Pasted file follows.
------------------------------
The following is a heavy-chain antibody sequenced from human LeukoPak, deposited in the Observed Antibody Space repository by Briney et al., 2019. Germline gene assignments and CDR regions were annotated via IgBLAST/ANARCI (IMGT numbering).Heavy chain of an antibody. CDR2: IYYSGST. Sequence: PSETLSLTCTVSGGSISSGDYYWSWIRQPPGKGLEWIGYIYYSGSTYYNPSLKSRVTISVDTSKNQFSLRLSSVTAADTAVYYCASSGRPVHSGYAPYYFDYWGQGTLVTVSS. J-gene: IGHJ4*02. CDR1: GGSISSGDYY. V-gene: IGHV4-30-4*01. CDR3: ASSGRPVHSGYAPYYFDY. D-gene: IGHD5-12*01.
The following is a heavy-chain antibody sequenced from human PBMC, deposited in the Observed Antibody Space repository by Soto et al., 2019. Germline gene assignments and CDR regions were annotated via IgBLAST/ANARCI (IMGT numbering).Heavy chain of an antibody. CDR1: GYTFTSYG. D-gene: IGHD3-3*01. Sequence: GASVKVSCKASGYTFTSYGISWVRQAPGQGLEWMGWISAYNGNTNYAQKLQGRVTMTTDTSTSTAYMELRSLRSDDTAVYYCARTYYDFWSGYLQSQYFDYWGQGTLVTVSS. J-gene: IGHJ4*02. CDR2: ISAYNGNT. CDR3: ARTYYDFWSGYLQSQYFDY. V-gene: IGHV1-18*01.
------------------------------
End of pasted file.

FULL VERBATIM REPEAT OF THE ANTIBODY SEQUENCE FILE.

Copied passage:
The following is a heavy-chain antibody sequenced from human LeukoPak, deposited in the Observed Antibody Space repository by Briney et al., 2019. Germline gene assignments and CDR regions were annotated via IgBLAST/ANARCI (IMGT numbering).Heavy chain of an antibody. CDR2: IYYSGST. Sequence: PSETLSLTCTVSGGSISSGDYYWSWIRQPPGKGLEWIGYIYYSGSTYYNPSLKSRVTISVDTSKNQFSLRLSSVTAADTAVYYCASSGRPVHSGYAPYYFDYWGQGTLVTVSS. J-gene: IGHJ4*02. CDR1: GGSISSGDYY. V-gene: IGHV4-30-4*01. CDR3: ASSGRPVHSGYAPYYFDY. D-gene: IGHD5-12*01.
The following is a heavy-chain antibody sequenced from human PBMC, deposited in the Observed Antibody Space repository by Soto et al., 2019. Germline gene assignments and CDR regions were annotated via IgBLAST/ANARCI (IMGT numbering).Heavy chain of an antibody. CDR1: GYTFTSYG. D-gene: IGHD3-3*01. Sequence: GASVKVSCKASGYTFTSYGISWVRQAPGQGLEWMGWISAYNGNTNYAQKLQGRVTMTTDTSTSTAYMELRSLRSDDTAVYYCARTYYDFWSGYLQSQYFDYWGQGTLVTVSS. J-gene: IGHJ4*02. CDR2: ISAYNGNT. CDR3: ARTYYDFWSGYLQSQYFDY. V-gene: IGHV1-18*01.